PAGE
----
The second study examines and recommends a best practice model for commissioning money advice within health services. The study illustrates the clear link between debt and money worries and an individual’s health by bringing together evidence including:
• Macmillan Cancer Support’s study which found as a result of receiving help and money advice, clients described improvements in their health, in their cancer condition, and potential remission. They felt better; were less anxious, less stressed and less worried about money. (2010)
• Salford University’s study into the Economic Impact of Advice Services surveyed users of debt and money advice providers and found that 41% of clients in receipt of money advice believed the advice was linked to improvement in their health and 67% reported a reduction in stress. (2009)
• The Ministry of Justice researched the impact of debt advice over a 12 month period with 91% of clients reporting their health had been affected to some extent as a result of their money worries. (2007)

The study will be used to help guide the government’s new public health delivery mechanisms and develop greater links with GP commissioners’ wider health responsibilities.

Councillor Richard Lewis, executive member responsible for financial inclusion, said:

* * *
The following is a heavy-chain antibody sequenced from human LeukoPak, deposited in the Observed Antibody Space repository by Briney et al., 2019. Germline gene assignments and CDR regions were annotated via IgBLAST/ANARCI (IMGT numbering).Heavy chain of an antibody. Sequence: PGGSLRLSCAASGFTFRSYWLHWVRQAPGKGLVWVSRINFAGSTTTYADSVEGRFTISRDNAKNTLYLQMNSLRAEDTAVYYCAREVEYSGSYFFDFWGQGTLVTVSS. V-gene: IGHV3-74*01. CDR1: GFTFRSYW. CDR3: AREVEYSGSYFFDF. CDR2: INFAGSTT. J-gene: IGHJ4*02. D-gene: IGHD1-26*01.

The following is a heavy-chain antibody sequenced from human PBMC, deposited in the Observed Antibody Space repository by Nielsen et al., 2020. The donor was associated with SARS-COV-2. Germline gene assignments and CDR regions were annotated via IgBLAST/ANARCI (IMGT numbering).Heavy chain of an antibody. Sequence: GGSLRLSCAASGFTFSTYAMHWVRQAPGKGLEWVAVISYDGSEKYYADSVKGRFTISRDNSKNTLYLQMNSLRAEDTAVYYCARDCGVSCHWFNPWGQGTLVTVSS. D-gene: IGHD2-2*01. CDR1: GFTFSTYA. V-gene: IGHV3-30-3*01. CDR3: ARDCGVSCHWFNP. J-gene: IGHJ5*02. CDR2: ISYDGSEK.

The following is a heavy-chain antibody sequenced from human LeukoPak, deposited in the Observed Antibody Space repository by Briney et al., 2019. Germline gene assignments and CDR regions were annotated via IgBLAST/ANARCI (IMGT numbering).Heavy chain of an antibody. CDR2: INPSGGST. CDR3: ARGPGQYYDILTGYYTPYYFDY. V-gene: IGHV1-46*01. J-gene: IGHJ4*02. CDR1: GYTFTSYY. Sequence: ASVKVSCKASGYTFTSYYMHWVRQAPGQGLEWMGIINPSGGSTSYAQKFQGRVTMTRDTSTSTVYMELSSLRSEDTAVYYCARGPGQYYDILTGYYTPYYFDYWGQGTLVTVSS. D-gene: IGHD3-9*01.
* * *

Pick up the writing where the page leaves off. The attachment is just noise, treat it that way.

“I am pleased Leeds is providing national guidance on this very important issue. Leeds City Council is committed to narrowing the gap between advantaged and disadvantaged communities and tackling the impact of financial exclusion. These studies highlight the issues we are facing in the city as well as what can be done to tackle them and I am looking forward to listening to the views of the many experts who will be taking part in the conference.”

In 2007 Leeds City Council gained beacon status from the government for its work in promoting financial inclusion and debt management and has since been prominent in advising other local authorities and sharing best practice.


Notes to editors:

Speakers include:

Chair: Dr Cathy Read FFPH, consultant in public health, Department of Health

Councillor Richard Lewis, deputy leader of Leeds City Council

Dr Karl Dayson, Salford University

Dave Roberts, financial inclusion manager, Leeds City Council

Suzanne Wigmore, external relations manager - DWP

Ian Willans, regional delivery manager, Money Advice Service

Keynote Speaker – Ed Balls MP, shadow chancellor (due to arrive between midday and 12.15pm)

For media enquiries please contact:
Jon Crampton, Leeds City Council press office, 0113 3951577